Dir: Richard J Lewis
Starring: Paul Giamatti, Dustin Hoffman, Rosamund Pike, Minnie Driver, Bruce Greenwood, Scott Speedman and Rachelle Lefevre
As you might have guessed from the title, Barney’s Version tells the story of a man named Barney (Paul Giamatti). We first meet him as an older man, he works in television production and from what we can tell he is living alone. Something from his past comes up in a newspaper article, and we are taken back to the 70’s and experience the past 30 years of Barney’s life and what led him to this point.
During the first flashback, we find Barney in Italy with his friends including Boogie (Scott Speedman), Leo (Thomas Trabacchi) and Cedric (Clé Bennett). It seems Barney is going to marry Clara (Rachelle Lefevre), as she assures Barney that he was the one who knocked her up. They do indeed get married, however we see things go sour and before long Barney is being introduced to his soon to be second wife (Minnie Driver). It is at their wedding that Barney meets the love of his life Miriam (Rosamund Pike), and this causes him to want to end things as easily as possible with his new bride. It is through a series of events that not only does this marriage come to an end but Boogie goes missing and a detective (Mark Addy) accuses Barney of murder. Without a body, nothing really happens and Barney is free to marry Miriam. It is upon this relationship that he experiences happiness in his life but also suffers from his inner demons.
This is an outstanding film, it works on so many levels and it never becomes one of those films that purposely tugs at the heart strings to make you care. We care because we get invested with Barney and his story, with the people around him and the crazy things that he does. Barney was the perfect character for Paul Giamatti, and in turn he was perfect for the character. It is something amazing when the casting just really fits together so well, and because of this the film really comes together. Giamatti is such a fantastic actor, he has this natural charisma that just draws people in. He managed to portray Barney at many different ages, going through different stages in his life, without skipping a beat. There was just something ‘there’ with the character and with how Giamatti played him, that you could understand why these women fell for him, and his friends stayed with him.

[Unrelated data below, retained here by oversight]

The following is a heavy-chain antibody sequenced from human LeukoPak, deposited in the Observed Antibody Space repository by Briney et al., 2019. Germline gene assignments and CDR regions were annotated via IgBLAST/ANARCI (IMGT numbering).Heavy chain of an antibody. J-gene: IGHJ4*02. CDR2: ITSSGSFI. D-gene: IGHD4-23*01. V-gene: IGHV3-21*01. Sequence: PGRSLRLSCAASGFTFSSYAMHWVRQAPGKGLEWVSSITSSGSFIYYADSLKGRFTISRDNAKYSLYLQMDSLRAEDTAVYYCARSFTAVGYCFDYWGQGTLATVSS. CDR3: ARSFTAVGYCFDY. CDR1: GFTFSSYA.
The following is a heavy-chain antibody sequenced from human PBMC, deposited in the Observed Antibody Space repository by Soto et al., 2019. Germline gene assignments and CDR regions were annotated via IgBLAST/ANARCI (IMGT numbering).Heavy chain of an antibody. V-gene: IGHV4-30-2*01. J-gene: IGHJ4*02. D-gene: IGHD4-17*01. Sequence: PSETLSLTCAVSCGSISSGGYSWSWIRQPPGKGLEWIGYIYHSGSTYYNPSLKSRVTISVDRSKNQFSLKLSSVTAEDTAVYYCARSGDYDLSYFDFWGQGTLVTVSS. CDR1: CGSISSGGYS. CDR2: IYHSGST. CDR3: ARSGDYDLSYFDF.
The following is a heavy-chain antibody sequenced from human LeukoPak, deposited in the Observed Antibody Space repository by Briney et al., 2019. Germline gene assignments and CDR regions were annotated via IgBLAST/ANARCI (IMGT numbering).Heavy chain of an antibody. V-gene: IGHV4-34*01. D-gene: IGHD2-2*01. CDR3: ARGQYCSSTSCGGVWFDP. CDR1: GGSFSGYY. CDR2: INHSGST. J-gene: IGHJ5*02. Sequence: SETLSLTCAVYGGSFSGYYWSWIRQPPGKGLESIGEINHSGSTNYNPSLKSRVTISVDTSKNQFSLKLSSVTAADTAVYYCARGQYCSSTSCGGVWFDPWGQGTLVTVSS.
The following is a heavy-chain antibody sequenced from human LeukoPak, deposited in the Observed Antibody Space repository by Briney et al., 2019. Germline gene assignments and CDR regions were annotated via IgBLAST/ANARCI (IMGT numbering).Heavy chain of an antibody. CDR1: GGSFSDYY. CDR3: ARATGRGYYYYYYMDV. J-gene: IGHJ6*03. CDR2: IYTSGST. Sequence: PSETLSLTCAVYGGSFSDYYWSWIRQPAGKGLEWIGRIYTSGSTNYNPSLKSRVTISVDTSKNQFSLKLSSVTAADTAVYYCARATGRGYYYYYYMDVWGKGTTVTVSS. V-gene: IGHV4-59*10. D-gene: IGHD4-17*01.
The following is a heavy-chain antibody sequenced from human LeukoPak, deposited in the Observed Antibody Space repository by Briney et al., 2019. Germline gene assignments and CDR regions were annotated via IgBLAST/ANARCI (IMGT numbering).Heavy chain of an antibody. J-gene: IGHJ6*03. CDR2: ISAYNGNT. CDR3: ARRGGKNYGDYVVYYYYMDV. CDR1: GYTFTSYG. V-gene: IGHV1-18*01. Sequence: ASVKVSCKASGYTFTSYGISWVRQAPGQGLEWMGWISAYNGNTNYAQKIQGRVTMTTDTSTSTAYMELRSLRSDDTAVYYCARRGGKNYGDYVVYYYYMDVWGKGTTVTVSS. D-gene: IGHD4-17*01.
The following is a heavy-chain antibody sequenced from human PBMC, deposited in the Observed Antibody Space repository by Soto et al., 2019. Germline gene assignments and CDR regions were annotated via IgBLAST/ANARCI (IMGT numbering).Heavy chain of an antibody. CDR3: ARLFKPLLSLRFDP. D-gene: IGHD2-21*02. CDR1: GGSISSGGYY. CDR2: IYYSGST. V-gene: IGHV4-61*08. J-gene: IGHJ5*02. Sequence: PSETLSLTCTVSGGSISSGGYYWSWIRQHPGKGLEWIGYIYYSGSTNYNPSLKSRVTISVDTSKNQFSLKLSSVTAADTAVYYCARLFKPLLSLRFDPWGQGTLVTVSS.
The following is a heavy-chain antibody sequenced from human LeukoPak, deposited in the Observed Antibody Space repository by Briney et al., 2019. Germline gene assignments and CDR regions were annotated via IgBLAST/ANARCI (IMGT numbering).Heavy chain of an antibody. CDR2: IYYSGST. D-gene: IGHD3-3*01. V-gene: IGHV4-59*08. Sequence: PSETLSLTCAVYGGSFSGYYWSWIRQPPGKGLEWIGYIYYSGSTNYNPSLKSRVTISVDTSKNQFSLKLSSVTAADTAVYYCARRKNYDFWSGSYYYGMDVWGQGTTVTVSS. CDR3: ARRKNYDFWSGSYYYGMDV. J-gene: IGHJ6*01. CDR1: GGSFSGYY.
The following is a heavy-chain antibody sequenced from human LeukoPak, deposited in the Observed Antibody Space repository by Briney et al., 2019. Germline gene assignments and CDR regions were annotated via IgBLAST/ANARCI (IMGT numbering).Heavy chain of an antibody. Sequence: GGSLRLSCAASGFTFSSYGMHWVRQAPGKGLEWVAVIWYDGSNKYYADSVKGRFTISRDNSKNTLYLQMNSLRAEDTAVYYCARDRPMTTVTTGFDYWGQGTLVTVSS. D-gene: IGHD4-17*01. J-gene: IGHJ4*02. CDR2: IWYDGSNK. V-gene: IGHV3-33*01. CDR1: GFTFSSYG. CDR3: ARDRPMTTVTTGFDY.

The rest of the cast are also very solid, with the other stand out being Rosamund Pike as his third wife. From the first moment we (and Barney) see her, she looks absolutely stunning. Beyond her looks, she is a charming and caring woman, it is not difficult to also fall for her as Barney did. She tackled the performance with such grace, and such heart it really is just lovely. The chemistry between the actors was perfect for what the characters needed, they understood each other. I really enjoyed Dustin Hoffman as Barney’s father, it wasn’t an over the top performance as I initially thought it might be, but it was really of a well meaning father who loved his son. Scott Speedman, Minnie Driver and Rachelle Leferve were all really good as well and stood out in their roles.
The film goes into some interesting and sad territories which I will not discuss here, as I will leave you the viewer to discover those. I have not read the book, but after the film I really would like to track it down and give it a go. Barney’s Version is a near perfect film, it gets so much right and it is an emotional experience. Giamatti well deserved his Golden Globe win for this performance, and the film deserves all the praise it has gotten. My hat goes off to Richard J. Lewis for directing this with such heart and beauty, and to the team behind the make-up effects, they were just flawless. You owe it to yourself to see this film.
The Australian DVD
Audio/Video: The copy I reviewed was a screener disc.
Extras: The DVD release will come with one additional extra, a Behind the Scenes feature. It is only a short one, but it offers a little bit of in-sight into the film. A commentary and a feature on the make-up process would have been great to see, but what we do get works just fine.
Thanks to Simone at Hopscotch for the copy.